#4 - Explosiveness
You’ll find that some exercises cannot possibly be performed with dumbbells because they require a certain explosiveness that cannot be attained with dumbbells. We’re talking about power cleans, snatches, even deadlifts and squats. While is it possible to perform dumbbells squats, it’s generally not advised because you will not be able to generate much explosive force or handle any considerate amount of weight. A 400 lbs squat is entirely possible for a natural lifter but squatting with two 200lbs dumbbells on your shoulders is just ridiculous and unheard of. POINT = BARBELLS.
#5 - Correct Or Prevent Imbalances
Although people usually blame barbells for muscle imbalances and suggest dumbbells as the magic solution, this is not necessarily the case as you CAN correct your imbalances using barbells.
But to be fair, it’s far easier to develop muscle imbalances using barbells than dumbbells. Dumbbells, by nature, force you to use both sides equally, otherwise, one arm will clearly move faster than the other. With barbells, it is possible for one side to dominate over the other, doing more work and moving the weight through space without you realizing it.
POINT = DUMBBELLS
#6 - Easier On The Joints
The main reason free weights always tramp machines is the FIXED range of motion of machines and the injury possibilities this entails. Forcing your joints to move in an unnatural, forced way is a recipe for disaster. And while barbells are generally better than machines in this regard, they still do not allow you to move each side individually and independently of the other, which means your body cannot make tiny adjustments it may need to ensure the movement is as natural, comfortable and safe for you as possible.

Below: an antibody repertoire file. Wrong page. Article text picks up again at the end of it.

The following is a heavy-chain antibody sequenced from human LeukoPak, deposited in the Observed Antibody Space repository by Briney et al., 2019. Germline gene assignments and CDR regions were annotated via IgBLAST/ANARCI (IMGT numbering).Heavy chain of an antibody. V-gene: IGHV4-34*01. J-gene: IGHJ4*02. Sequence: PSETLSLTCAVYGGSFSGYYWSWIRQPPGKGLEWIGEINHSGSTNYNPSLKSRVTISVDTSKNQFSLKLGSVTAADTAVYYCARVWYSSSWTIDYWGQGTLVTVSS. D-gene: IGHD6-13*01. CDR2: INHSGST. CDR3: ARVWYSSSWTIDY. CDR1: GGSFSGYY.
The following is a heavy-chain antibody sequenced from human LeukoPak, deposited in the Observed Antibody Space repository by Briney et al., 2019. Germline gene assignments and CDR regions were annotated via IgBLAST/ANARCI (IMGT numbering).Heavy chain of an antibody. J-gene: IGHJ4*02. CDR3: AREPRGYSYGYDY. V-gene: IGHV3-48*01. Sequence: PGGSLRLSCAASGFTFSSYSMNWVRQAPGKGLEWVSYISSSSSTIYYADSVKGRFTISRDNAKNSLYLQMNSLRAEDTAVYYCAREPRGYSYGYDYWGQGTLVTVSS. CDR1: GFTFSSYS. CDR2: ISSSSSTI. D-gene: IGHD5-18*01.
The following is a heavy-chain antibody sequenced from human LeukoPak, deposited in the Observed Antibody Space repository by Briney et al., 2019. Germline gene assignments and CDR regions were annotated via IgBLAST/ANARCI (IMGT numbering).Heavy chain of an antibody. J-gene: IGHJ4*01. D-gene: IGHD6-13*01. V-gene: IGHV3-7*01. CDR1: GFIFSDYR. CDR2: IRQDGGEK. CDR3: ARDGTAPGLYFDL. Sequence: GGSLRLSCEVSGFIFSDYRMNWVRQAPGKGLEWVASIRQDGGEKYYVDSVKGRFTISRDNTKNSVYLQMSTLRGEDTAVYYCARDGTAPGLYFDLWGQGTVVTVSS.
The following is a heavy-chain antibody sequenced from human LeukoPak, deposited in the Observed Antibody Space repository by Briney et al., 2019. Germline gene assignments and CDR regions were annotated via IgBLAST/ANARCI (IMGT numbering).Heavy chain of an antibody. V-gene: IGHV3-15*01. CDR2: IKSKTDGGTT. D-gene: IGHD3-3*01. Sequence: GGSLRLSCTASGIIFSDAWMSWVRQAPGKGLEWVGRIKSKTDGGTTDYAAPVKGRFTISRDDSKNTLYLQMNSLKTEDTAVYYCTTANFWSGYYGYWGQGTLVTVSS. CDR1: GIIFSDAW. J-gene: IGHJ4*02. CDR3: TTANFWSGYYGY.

So, if you have joint mobility issues or recent injuries, dumbbells are far superior and they are the key to injury prevention. POINT = DUMBBELLS
Extra Point? | Less Chance Of Injury
Everything in life can be dangerous if done improperly and sometimes even doing things properly conceals certain risks but when it comes to muscle-building results, the person who stays injury-free usually ends up with more gains. You cannot train when you’re injured so it makes sense to focus your efforts on preventing them from ever happening. Up till now this debate is going pretty neck and neck and this point isn’t going to change that.
Dumbbells can be safer for beginners, because beginners will be handling relatively lighter weights and when they get stuck, they can easily drop the dumbbells to the ground, something you cannot do with a barbell. Getting stuck under a barbell, can get pretty dangerous pretty fast, especially with no people around to help.
Barbells on the other hand, are probably safer for advanced lifters, as handling heavier weights is arguably safer done with barbells. Trying to get 150lbs dumbbells in position for a press is not practical and possibly dangerous.
Final Verdict – Which Is Better For Strength & Muscle Gain?
Did you expect a straight answer? Well, you are not going to get one here! Dumbbells versus barbells is far more complicated than saying one is better than the other.
The correct answer is that a MIX of both is ideal and optimal for muscle building and strength purposes and they are both REQUIRED to help you get results and prevent injuries.
If you are training for more strength and functionality, perhaps barbells will be your best friend, but if you are training strictly towards building size and mass, dumbbells are generally superior.
All in all, you need BOTH of them in your lifting program but what you need far more than the right exercises is a clear mind. Whatever equipment you decide to choose, whichever exercise you decide to perform, make sure you pause for a minute or two before you start lifting and get your mind right.